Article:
In Win gives you everything needed to mount hardware in your case. A first for me, In Win also provides a decal sheet if you want to fancy up the outside of your case. I will say this though: the directions for installing parts is one big poster that consists of images and numbers for indicating steps, no text. If this is your first build no worries; the images are quite clear on what it is you are to be doing for each step.
After installing my drives, PSU, and the motherboard stand offs, I went to put the mother board in and it become quickly apparent that leaving the drive rail caddy in wasn’t going to be an option.
A small issue came up, not so much due to the case but my choice of cooler. I already had the Thremaltake DuOrb installed on my motherboard so I left if on for my testing of the case. There were some clearance issues with the rear fan housing, so I removed it and attached the rear fan with screws. In doing so I somewhat shot my self in the foot. In removing the rear fan housing I removed part of the latching system for the side intake fans. This didn’t cause any noise, but it left things wobbly.
Over all the In Win B2 Stealth is a neat looking case with a very nice paint scheme, an over the top preinstalled case mod, and the auto bay door. The B2 has an average street price of around $120, for that you get the nice looks, tool-less (for the most part), a cool mod, and case with good air flow.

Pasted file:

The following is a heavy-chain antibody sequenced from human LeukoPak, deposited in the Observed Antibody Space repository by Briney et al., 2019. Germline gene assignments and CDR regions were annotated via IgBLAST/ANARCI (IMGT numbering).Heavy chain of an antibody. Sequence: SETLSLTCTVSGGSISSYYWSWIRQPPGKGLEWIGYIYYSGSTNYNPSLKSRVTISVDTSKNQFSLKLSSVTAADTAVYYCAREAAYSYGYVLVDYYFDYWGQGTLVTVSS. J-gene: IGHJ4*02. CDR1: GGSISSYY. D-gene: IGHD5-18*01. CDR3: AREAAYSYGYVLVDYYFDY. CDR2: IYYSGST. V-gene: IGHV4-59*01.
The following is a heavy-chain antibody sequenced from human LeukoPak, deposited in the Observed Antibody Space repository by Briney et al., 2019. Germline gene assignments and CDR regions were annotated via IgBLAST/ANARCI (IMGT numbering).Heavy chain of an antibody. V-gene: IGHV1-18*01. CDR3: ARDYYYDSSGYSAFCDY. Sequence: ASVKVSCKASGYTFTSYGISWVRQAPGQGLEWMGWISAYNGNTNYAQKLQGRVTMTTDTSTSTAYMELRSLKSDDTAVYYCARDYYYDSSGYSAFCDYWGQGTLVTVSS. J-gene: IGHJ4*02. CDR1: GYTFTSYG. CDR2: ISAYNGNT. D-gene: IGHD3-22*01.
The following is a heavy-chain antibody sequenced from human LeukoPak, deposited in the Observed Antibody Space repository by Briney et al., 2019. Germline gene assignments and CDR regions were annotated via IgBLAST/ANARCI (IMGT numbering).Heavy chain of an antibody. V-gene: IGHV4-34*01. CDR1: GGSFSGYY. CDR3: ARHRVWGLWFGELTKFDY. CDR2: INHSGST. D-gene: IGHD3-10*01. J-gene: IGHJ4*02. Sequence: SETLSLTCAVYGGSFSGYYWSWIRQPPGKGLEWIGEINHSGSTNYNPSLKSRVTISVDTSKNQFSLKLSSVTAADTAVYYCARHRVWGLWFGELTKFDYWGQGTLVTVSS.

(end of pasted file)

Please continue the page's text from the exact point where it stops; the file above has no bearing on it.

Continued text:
In Win could have done a couple of things differently, though. I would have liked to have seen full tool-less drive bays. Not sure why someone would want only half the 5.25 drive bays to be tool-less. I would have preferred the hard drive bay to be fully removable rather than swivel.
The case is a little on the snug side… ok, a lot. It would have been nicer if it were about an inch longer as there is only 10.6 inches between the hard drive cage to the back of the case. The length of an ATI 3870X2 is 10.5 inches; it will fit but it will be a very close fit. If you want to gain access to the front fan you will have to remove the card.
Again it’s a neat feature but I would like to have seen something different with the drive bay door. I can’t help but wonder what the cost of the case would be with out all the drive components needed to raise and lower the door.
Legit Bottom Line: The B2 Stealth is a quiet case that has the styling cues from the plane it’s named for. The door is neat but may get old after a while, and being a little cramped those running large cards may want to look elsewhere.